Maxwell's violence occurred not only on the physical street. Online spaces created a 'digital street', which also followed the street code, and where threats of violence and retaliation had little or no policing. As young men in my research told me, it did not take much to attract the anger of someone online, be they from a neighbouring estate, rival school or college or someone looking to make a name for themselves.
The street code's pressures created a set of idealised characteristics and performances among young men. The most prized masculine traits included promiscuity, disrespecting females, and an inclination towards violence, including knife-carrying to face those who dared challenge others' status.
By carrying knives, young Black men were thus embodying the idealised masculinity form - Maxwell's way of being a man. Many young men fought a losing battle with few things to distract or pull them in more positive directions. In general, the sole positive influence in their daily lives came from street-based youth workers, particularly those who appeared to be 'authentic' or credible in the eyes of Maxwell's young Black men.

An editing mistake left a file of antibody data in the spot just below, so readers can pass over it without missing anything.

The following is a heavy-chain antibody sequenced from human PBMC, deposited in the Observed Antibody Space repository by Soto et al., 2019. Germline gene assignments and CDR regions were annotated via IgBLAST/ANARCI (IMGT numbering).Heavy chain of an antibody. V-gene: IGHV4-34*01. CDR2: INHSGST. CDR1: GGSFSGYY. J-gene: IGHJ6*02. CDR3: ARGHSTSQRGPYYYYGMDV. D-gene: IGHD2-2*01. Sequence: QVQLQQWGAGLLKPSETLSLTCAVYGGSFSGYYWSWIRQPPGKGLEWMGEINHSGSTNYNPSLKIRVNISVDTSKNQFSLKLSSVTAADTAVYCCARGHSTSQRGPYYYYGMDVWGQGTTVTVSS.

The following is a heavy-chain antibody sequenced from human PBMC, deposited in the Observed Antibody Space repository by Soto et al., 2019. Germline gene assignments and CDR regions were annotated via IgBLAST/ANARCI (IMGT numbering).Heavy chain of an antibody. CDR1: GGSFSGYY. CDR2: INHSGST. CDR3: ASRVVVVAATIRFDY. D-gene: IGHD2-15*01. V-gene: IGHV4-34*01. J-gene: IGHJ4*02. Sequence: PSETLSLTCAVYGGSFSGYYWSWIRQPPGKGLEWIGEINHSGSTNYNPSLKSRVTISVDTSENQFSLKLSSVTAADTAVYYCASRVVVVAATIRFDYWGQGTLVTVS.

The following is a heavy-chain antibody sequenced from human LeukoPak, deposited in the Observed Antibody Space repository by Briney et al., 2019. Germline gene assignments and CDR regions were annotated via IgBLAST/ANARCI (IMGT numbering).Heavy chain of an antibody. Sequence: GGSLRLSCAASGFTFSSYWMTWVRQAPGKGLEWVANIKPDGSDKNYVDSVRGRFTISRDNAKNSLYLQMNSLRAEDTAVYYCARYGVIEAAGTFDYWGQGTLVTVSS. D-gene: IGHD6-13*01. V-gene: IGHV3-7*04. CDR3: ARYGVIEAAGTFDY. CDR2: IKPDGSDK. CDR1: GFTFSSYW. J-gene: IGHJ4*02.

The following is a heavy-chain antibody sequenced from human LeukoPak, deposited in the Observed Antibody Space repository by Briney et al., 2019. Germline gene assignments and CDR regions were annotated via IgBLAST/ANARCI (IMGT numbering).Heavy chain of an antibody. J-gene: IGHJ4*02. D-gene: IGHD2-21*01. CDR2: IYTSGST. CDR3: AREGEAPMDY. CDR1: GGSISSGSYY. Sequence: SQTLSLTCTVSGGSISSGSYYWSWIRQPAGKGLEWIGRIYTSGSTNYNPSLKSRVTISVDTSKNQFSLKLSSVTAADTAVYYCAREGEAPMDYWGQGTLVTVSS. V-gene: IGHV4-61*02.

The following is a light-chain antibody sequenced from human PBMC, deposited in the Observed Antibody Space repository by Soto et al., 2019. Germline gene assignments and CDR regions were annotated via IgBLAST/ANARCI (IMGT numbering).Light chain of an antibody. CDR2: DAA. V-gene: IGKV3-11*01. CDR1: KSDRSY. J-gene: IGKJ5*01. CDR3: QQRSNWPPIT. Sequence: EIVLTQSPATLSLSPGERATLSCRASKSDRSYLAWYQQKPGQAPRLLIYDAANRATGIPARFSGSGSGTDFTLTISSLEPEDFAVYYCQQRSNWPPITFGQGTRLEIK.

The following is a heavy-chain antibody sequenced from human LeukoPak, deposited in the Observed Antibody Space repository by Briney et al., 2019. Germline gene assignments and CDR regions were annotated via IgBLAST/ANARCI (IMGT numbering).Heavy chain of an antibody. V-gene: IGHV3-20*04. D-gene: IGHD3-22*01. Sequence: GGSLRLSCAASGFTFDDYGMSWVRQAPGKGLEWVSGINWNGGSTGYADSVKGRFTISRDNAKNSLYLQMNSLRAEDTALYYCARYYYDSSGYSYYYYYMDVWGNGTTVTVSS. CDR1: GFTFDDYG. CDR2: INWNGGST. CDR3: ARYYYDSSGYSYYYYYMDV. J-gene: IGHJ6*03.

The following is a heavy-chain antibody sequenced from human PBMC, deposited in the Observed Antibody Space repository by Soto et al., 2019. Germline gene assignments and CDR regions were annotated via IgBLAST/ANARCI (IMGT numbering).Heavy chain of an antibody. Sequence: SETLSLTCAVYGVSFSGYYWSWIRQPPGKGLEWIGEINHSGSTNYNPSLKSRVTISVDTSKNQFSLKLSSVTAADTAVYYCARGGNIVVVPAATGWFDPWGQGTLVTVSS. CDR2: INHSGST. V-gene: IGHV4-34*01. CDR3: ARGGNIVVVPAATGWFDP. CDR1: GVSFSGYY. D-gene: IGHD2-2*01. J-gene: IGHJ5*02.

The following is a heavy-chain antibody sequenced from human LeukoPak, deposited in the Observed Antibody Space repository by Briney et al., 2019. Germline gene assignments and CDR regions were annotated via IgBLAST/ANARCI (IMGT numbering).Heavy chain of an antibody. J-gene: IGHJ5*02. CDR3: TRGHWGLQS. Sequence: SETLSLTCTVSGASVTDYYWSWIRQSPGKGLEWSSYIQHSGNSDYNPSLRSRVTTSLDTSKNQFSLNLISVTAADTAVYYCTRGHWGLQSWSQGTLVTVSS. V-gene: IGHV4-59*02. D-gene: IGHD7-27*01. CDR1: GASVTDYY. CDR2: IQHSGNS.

The authentic youth worker
Given the negative effect of Maxwell's street life on those lacking positive masculine influences (many young men had absent fathers, for instance),male youth workers became role models for less violent and more caring masculinities. These blueprints, featuring affectionate qualities that Maxwell otherwise saw as feminine or 'weak', swam against the tide of Maxwell's prized masculinity (which, in my book, I dub its street masculinity). Subsequently, youth workers needed to tread a fine line: appear credible and 'manly' to the estate's young men while also praising the virtues of, for example, emotional sensitivity, empathy and vulnerability. Darius, one seasoned youth worker I met during my research, was particularly adept at modelling this caring masculine performance.